The Earl of Courtown: My Lords, I do not agree with the noble Lord. I believe that Euro '96 was a great success because it attracted 250,000 extra visitors to this country and generated revenue of an extra £100 million. One must look to the future, and the world cup is the next logical step, building on the success of Euro '96.

Lord Clark of Kempston: My Lords, does my noble friend not agree that the fact that the UK tourist industry last year attracted 24 million people, and the fact that they spent some £12 billion, is a great boost to our invisibles? Does my noble friend not agree that the attraction of the UK is not confined to tourism? Because of its competitive position, the UK is very attractive to inward investment. Would it not therefore be a folly to sign up to the social chapter and a minimum wage?

The Earl of Courtown: My Lords, I heard somebody say "planted question" but nothing could be further from the truth, although this is my number one answer. My noble friend is quite correct. That is an area of great concern to us all. As we are aware from the Statement made by my right honourable friend the President of the Board of Trade, which was repeated by my noble and learned friend Lord Fraser of Carmyllie, action is being taken on that matter.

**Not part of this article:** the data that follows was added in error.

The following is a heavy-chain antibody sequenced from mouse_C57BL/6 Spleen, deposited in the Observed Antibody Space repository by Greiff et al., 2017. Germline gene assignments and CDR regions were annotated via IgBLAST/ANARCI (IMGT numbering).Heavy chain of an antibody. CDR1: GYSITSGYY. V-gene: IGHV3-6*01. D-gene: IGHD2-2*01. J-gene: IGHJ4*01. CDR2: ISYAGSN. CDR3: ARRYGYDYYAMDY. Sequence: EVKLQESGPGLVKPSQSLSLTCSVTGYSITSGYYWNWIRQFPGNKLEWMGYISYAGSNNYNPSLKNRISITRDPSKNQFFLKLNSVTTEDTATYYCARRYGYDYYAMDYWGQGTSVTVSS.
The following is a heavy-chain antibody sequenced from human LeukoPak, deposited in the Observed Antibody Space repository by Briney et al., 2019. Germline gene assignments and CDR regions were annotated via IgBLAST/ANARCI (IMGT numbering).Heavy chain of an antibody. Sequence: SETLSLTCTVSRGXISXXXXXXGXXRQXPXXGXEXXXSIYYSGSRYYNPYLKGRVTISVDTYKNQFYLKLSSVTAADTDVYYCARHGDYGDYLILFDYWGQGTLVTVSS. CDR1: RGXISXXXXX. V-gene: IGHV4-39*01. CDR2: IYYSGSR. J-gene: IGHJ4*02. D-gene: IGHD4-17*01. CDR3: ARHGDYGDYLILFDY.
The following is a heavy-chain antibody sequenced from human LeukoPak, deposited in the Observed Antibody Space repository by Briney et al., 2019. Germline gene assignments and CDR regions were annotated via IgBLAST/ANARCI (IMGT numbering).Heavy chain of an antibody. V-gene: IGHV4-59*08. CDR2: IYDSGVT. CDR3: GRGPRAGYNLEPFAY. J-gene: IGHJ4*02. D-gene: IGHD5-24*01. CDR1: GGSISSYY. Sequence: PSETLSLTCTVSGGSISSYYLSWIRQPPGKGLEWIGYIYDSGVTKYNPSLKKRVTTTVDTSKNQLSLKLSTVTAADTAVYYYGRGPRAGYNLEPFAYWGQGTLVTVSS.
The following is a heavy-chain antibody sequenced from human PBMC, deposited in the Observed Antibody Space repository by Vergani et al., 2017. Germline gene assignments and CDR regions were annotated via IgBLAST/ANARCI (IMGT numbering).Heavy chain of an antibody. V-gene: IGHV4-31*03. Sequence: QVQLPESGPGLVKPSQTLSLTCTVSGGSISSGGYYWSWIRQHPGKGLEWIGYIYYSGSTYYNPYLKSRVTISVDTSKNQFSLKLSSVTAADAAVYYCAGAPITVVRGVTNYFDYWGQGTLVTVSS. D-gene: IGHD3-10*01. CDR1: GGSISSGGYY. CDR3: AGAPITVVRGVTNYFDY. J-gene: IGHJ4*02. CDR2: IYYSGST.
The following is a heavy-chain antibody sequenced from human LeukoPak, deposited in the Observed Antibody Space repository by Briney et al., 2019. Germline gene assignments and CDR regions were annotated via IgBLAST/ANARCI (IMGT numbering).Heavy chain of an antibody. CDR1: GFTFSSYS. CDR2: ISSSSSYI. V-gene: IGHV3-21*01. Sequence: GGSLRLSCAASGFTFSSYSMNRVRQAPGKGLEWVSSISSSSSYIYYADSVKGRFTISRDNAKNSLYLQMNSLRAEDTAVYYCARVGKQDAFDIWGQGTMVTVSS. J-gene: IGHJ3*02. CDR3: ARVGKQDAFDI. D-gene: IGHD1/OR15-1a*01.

Lord Avebury: My Lords, does the Minister agree that wear and tear and damage to historic buildings and monuments is a consequence of the number of visitors who go to see them? Is he satisfied that English Heritage takes that into account in its budget for future years in view of the expected increase in the number of tourists? Does the grant paid by the Government to English Heritage allow for that increase in expenditure?

The Earl of Courtown: My Lords, I cannot answer that question in relation to the funding of English Heritage. However, it is quite interesting to note that the Environment Select Committee of another place

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in July 1995 concluded that compared with other activities, tourism does not cause significant damage to the countryside.